Viet Nam, a nation with a rich and embattled history, faces yet another determinant struggle as it contends with its current development choices and concurrent environmental ramifications. A densely populated country of 74 million people, Viet Nam is one of the poorest countries in Asia with a per capita GNP of about US$220. According to the World Bank, more than half of the rural population falls below the absolute poverty line.

In the late 1980s, the country's leaders changed the course of the economy by introducing Doi Moi, economic renovation. Since the gradual introduction of the market-oriented reforms, Viet Nam has recorded some of the highest economic growth rates in the region. Viet Nam has emerged from economic and political isolation, attracting the international attention of investors, economists, and regional political leaders all of whom hope to witness, and profit from, the development of the next anticipated Asian "Tiger". At the same time, biologists, foresters, and conservationists are discovering that, while under severe environmental strain, Viet Nam is a threatened "hotspot" of biodiversity and varied ecosystems.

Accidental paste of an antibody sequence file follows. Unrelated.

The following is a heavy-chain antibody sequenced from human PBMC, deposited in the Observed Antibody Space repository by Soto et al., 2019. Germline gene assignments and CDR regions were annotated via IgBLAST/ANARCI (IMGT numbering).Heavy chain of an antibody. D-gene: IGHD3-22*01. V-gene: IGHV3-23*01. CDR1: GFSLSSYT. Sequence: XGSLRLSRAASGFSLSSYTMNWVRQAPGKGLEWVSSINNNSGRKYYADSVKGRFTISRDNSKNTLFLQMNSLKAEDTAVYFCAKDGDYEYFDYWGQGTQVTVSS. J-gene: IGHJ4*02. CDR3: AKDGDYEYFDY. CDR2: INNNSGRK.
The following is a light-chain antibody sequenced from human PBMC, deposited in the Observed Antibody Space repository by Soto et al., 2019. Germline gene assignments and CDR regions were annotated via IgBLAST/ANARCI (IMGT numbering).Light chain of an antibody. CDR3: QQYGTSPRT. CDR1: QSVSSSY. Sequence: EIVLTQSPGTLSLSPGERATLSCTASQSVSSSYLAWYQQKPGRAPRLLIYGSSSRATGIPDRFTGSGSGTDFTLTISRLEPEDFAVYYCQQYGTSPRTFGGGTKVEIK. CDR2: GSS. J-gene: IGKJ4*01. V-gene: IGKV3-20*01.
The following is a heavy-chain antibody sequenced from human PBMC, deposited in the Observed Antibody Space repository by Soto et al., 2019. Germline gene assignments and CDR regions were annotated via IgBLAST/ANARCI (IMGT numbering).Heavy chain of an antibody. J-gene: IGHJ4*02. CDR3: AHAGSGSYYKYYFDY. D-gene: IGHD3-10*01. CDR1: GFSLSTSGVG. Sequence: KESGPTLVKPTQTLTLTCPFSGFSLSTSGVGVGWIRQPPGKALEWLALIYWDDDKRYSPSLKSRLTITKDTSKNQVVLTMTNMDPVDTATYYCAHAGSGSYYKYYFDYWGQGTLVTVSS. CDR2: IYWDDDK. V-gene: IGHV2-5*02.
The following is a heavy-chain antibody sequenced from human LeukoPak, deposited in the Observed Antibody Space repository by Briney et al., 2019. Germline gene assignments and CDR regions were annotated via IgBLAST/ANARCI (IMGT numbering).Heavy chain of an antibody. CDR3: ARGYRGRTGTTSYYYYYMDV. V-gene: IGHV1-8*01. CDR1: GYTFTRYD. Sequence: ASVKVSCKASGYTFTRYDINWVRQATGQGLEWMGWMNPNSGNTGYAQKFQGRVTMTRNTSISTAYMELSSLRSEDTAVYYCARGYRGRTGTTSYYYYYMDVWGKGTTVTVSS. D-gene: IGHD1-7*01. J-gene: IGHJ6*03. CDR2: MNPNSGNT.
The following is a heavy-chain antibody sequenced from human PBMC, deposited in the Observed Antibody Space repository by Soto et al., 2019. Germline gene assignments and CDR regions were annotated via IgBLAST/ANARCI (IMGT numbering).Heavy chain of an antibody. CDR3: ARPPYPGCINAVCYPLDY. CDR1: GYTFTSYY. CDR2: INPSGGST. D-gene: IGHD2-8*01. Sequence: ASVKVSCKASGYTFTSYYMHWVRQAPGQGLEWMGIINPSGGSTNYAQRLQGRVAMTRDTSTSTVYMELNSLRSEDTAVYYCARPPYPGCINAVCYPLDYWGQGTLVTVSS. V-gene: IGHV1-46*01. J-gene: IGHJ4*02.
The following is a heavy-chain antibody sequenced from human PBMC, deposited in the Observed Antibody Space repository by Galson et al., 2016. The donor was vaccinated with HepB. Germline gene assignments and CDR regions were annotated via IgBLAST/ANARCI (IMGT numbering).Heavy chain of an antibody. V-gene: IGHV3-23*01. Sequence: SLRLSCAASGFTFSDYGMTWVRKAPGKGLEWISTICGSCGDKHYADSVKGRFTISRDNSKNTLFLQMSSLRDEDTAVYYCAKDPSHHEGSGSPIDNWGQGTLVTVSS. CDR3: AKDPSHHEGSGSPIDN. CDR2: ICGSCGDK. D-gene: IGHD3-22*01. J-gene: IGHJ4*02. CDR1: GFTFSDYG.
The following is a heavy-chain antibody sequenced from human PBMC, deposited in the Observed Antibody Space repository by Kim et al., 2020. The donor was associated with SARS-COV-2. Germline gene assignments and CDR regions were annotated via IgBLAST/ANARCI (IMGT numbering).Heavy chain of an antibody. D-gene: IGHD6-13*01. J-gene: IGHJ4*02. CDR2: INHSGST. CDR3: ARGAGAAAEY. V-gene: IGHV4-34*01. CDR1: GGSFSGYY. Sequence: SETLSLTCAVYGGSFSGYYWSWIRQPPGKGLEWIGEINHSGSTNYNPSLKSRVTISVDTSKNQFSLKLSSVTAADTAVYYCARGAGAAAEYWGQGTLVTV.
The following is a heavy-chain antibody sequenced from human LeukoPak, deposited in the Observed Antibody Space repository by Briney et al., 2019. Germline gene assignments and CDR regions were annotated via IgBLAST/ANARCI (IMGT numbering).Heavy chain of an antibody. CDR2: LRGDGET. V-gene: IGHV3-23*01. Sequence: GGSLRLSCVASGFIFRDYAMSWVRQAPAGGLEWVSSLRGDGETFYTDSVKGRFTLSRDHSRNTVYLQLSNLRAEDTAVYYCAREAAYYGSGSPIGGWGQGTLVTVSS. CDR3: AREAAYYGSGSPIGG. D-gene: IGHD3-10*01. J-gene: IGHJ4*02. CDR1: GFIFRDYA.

With an increasingly outward stance towards the world economy, farmers and coastal fisherman are using every method to intensify production. This is quickly leading to environmental degradation, threatening the long-term sustainability of Viet Nam's development. One of the fastest growing sectors of Viet Nam's exports is shrimp aquaculture.

Since Doi Moi, the government of Viet Nam has transferred over 500,000 hectares of coastal mangrove areas into prawn farms. In Minh Hai province, over 70 percent of mangroves have been destroyed for shrimp farming.